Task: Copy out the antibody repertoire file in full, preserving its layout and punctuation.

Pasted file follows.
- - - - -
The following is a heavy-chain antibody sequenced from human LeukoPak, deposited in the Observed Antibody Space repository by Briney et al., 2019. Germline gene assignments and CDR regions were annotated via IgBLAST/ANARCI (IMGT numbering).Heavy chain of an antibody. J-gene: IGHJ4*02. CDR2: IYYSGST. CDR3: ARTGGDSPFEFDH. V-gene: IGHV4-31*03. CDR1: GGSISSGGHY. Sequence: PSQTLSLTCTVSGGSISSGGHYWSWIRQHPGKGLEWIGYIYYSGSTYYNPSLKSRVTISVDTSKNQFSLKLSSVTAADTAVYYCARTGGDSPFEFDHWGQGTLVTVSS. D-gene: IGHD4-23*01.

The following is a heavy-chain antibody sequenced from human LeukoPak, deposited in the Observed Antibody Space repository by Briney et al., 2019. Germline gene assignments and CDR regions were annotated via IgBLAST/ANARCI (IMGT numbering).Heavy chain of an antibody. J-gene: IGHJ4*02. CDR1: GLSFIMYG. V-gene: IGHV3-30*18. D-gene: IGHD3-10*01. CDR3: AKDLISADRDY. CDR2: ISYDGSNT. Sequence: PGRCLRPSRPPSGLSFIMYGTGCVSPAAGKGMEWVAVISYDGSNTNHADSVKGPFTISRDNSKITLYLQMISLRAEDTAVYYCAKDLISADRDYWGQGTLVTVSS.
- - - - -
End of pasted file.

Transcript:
The following is a heavy-chain antibody sequenced from human LeukoPak, deposited in the Observed Antibody Space repository by Briney et al., 2019. Germline gene assignments and CDR regions were annotated via IgBLAST/ANARCI (IMGT numbering).Heavy chain of an antibody. J-gene: IGHJ4*02. CDR2: IYYSGST. CDR3: ARTGGDSPFEFDH. V-gene: IGHV4-31*03. CDR1: GGSISSGGHY. Sequence: PSQTLSLTCTVSGGSISSGGHYWSWIRQHPGKGLEWIGYIYYSGSTYYNPSLKSRVTISVDTSKNQFSLKLSSVTAADTAVYYCARTGGDSPFEFDHWGQGTLVTVSS. D-gene: IGHD4-23*01.

The following is a heavy-chain antibody sequenced from human LeukoPak, deposited in the Observed Antibody Space repository by Briney et al., 2019. Germline gene assignments and CDR regions were annotated via IgBLAST/ANARCI (IMGT numbering).Heavy chain of an antibody. J-gene: IGHJ4*02. CDR1: GLSFIMYG. V-gene: IGHV3-30*18. D-gene: IGHD3-10*01. CDR3: AKDLISADRDY. CDR2: ISYDGSNT. Sequence: PGRCLRPSRPPSGLSFIMYGTGCVSPAAGKGMEWVAVISYDGSNTNHADSVKGPFTISRDNSKITLYLQMISLRAEDTAVYYCAKDLISADRDYWGQGTLVTVSS.